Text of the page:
Kendrick Lamar has a way of putting the entire music world on high alert. The Compton wordsmith signaled his grand return in dramatic fashion by dropping “The Heart Part 4” on Thursday night. After calling himself the greatest rapper alive and rattling off subliminal disses presumably aimed at Big Sean and Drake, Kendrick ends the shape-shifting track with a presumed release date for his next LP, gift wrapped as a warning to rivals: “Y'all got 'til April the 7th to get y'all shit together.”
So there you have it. Eleven days from today, Kendrick Lamar is coming...with something. But just where does one of rap’s most important voices go following the massive masterpiece that is To Pimp a Butterfly? He dropped some hints earlier this month in an interview with T: The New York Times Style Magazine, describing the project as timely and “very urgent.”
“I think now, how wayward things have gone within the past few months, my focus is ultimately going back to my community and the other communities around the world where they’re doing the groundwork,” he said. “To Pimp a Butterfly was addressing the problem. I’m in a space now where I’m not addressing the problem anymore. We’re in a time where we exclude one major component out of this whole thing called life: God. Nobody speaks on it because it’s almost in conflict with what’s going on in the world when you talk about politics and government and the system.”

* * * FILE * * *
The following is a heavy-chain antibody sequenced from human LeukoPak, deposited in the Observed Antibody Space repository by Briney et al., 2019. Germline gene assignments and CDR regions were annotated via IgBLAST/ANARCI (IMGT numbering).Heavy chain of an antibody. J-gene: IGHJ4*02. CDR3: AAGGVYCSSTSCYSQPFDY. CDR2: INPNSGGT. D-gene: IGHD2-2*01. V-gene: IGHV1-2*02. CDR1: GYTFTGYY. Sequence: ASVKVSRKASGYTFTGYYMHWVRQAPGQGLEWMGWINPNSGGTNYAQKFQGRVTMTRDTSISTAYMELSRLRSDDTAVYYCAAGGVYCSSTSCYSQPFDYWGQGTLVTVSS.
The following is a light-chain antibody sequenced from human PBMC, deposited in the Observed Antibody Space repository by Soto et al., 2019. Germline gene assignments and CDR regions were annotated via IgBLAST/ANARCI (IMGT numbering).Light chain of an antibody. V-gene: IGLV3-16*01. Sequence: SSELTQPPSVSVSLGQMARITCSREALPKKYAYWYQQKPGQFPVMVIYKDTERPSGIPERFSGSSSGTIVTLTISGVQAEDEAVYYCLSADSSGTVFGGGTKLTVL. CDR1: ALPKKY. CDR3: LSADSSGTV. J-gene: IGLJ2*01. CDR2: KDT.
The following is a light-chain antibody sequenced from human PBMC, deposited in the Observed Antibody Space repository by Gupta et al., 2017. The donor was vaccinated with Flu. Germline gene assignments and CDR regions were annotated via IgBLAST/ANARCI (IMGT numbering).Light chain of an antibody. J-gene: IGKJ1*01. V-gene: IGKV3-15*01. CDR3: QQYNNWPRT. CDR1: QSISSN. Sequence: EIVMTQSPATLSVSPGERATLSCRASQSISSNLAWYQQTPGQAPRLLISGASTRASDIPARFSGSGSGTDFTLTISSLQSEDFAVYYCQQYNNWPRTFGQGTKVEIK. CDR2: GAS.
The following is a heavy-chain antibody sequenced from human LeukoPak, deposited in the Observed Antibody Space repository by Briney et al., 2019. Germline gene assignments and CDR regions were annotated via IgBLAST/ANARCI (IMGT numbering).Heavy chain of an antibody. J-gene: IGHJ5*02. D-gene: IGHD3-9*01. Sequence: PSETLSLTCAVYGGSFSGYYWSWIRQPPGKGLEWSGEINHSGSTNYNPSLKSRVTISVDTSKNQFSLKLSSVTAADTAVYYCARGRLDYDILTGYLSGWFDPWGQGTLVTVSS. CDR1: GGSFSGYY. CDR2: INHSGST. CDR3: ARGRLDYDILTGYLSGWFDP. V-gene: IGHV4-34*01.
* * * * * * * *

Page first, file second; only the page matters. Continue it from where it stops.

He continued with an analogy about watching a hypothetical daughter mature into a woman. “At one point in time I may have a little girl who grows up and tells me about her engagements with a male figure—things that most men don’t want to hear,” he said. “Learning to accept it, and not run away from it, that’s how I want this album to feel.”
The two themes—confronting the inevitable and the significance of religion in the midst of political havoc—evoke the idea of meeting with God in the afterlife. Kendrick alludes to this in “The Heart Part 4” via his burn of America’s so-called leader (“Donald Trump is a chump/Know how we feel, punk? Tell 'em that God comin’”). DMX has talks with both the devil (“Damien”) and the Lord (“The Convo”) on It’s Dark And Hell Is Hot, the album that first inspired a young K-Dot to write his own raps. Perhaps Kendrick plans to address the same grapple on his next work.
Focusing on a higher power would be consistent with the trajectory of Kendrick Lamar’s studio albums thus far. Each LP finds him broadening his scope, almost as if he’s adjusting to the size and diversity of his audience. Section.80 homes in on the experience of ’80s babies brought up in the midst of Reaganomics and the crack epidemic. Its 2012 follow up, Good Kid, M.A.A.D City, paints with wider strokes, portraying the perils of growing up on the red-and-blue patrolled blocks of Compton, which really serves as a microcosm for Any Hood, U.S.A. To Pimp a Butterfly and its well-received leftovers Untitled Unmastered are generally concerned with the plight of black Americans (the former has been notably described as “overwhelmingly black”). Religion would not be new terrain for Kendrick—GKMC concludes with a life-changing baptism and TPAB’s “How Much A Dollar Cost” is about an encounter with a panhandler who turns out to be God. Yet the time seems appropriate to musically explore spirituality in greater depth, especially after Chance the Rapper blurred the line between spiritual and secular rap last year with Coloring Book.